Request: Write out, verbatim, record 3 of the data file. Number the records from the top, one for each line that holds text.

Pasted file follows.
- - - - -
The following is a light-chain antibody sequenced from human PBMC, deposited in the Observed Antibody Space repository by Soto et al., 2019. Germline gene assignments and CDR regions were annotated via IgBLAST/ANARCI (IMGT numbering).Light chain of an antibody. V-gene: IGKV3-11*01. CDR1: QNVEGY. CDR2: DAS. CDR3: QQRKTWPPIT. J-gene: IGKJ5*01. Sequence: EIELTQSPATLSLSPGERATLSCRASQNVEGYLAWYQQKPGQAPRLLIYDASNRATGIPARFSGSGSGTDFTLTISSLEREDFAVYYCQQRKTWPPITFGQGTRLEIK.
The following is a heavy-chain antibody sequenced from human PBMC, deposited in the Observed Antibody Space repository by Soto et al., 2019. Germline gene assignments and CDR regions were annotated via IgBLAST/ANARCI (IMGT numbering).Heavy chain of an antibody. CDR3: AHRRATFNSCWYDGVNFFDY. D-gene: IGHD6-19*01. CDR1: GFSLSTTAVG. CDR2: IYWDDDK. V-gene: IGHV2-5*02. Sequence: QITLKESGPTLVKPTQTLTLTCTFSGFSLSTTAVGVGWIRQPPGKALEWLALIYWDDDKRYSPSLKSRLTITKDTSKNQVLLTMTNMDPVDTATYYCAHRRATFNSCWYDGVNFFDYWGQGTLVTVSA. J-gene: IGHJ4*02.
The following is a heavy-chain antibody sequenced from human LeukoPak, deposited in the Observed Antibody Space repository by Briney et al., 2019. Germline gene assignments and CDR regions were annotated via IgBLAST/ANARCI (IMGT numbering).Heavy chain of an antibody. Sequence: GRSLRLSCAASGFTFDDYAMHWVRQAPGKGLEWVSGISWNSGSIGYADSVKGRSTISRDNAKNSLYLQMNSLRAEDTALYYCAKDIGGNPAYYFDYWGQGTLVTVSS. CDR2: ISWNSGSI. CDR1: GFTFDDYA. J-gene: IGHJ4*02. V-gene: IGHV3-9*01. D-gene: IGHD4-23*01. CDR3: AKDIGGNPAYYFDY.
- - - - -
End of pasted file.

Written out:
The following is a heavy-chain antibody sequenced from human LeukoPak, deposited in the Observed Antibody Space repository by Briney et al., 2019. Germline gene assignments and CDR regions were annotated via IgBLAST/ANARCI (IMGT numbering).Heavy chain of an antibody. Sequence: GRSLRLSCAASGFTFDDYAMHWVRQAPGKGLEWVSGISWNSGSIGYADSVKGRSTISRDNAKNSLYLQMNSLRAEDTALYYCAKDIGGNPAYYFDYWGQGTLVTVSS. CDR2: ISWNSGSI. CDR1: GFTFDDYA. J-gene: IGHJ4*02. V-gene: IGHV3-9*01. D-gene: IGHD4-23*01. CDR3: AKDIGGNPAYYFDY.